Saturday, January 13, 2018

Reflections on Home Education - Part V, Post 3 - Composing Thought, Bible Lessons, and Arithmetic...

This post will continue on in Part V of Vol. 1, Home Education by Charlotte Mason. You can view Part V, post one on the Kindergarten here, and post two on Teaching Reading here. Today's post will focus on the composition of thought through both narration and writing, as well as bible lessons and arithmetic for children age nine and under.

The Art of Narrating
Narrating is an art, like poetry-making or painting, because it is there, in very child's mind, waiting to be discovered, and is not the result of any process of disciplinary education. (p. 231)
I have blogged on narration in the past, back in July of 2014 on The Art of Narration and in December of 2015 in Narration is Natural, while studying Charlotte's 20 Principles. Charlotte covers narration in Principles 14 and 15. I'm not going to go in depth on narration here, but if you are unfamiliar or want review, I would highly encourage you to read my other writings on the subject. Narration is a cornerstone of Charlotte's philosophy and I will go so far as to say, you can not implement a Charlotte Mason education without it. It's a method that works!

I can only offer a few hints on the teaching of writing, though much might be said. First, let the child accomplish something perfectly in every lesson - a stroke, a pothook, a letter. Let the writing lesson be short; it should not last more than five or ten minutes. Ease in writing comes by practice; but that must be secured later. In the meantime, the thing to be avoided is the habit of careless work...(p. 233-234)
I remember when RileyAnn was very young, most likely around age 5, and I was fairly new to home educating. I purchased a well known handwriting curricula, in which the child was expected to write a full page of the same letter each day. For example, they would write an entire page of the letter a, and then next day, an entire page of the letter b, and so on and so forth. I remember her focus and concentration on the first line of the letter. However, by the end of the page, her face began to contort in anxiety and frustration.

A few days in, I could see tears building in Riley's eyes. When I asked her what was wrong, the flood gates opened. She didn't want to tell me, but eventually, I coaxed out of her that all the writing was hurting her hand and she was worried that her last letters weren't as good as the first letters on the page. Riley is my Perfect Paula, who loves all things academic, and never complained. She'd take anything I gave her and then some. To see her so down trodden over her handwriting nearly broke my heart. At that point, a light went on for me.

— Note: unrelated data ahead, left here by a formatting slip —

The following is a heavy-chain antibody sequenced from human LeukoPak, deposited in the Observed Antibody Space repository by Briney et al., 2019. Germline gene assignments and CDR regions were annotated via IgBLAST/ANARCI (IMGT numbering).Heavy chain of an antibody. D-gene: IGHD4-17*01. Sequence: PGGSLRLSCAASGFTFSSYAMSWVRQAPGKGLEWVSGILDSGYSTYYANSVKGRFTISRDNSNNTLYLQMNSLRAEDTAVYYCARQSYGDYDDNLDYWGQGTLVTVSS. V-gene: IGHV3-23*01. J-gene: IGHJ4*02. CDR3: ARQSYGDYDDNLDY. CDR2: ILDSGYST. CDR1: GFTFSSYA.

I set that curricula aside and never thought twice about it. From that day on, I vowed to find a better way. Some where along the way, I read about this idea of copy work, where the parent/teacher begins by writing a letter and then the student imitates it a few times, maybe 3-4, giving best effort and then they're done for the day. Once letters are learned, you move on to words, then phrases, and then sentences, etc. It's a slow and steady process, but again, one that works. Charlotte writes in several places, "Do not hurry the child."

I learned quickly that handwriting curricula is not necessary and I haven't looked back since. Copy work, or transcription as described below, are excellent methods to teach not only penmanship, but to build a base for composition.


Transcription is more commonly referred to as copy work. It's a written or printed representation of something.
The earliest practice in writing proper for children of seven or eight should be, not letter-writing or dictation, but transcription, slow and beautiful work...
Transcription should be an introduction to spelling. Children should be encouraged to look at the word, see a picture of it with their eyes shut, and then write from memory. (p. 238)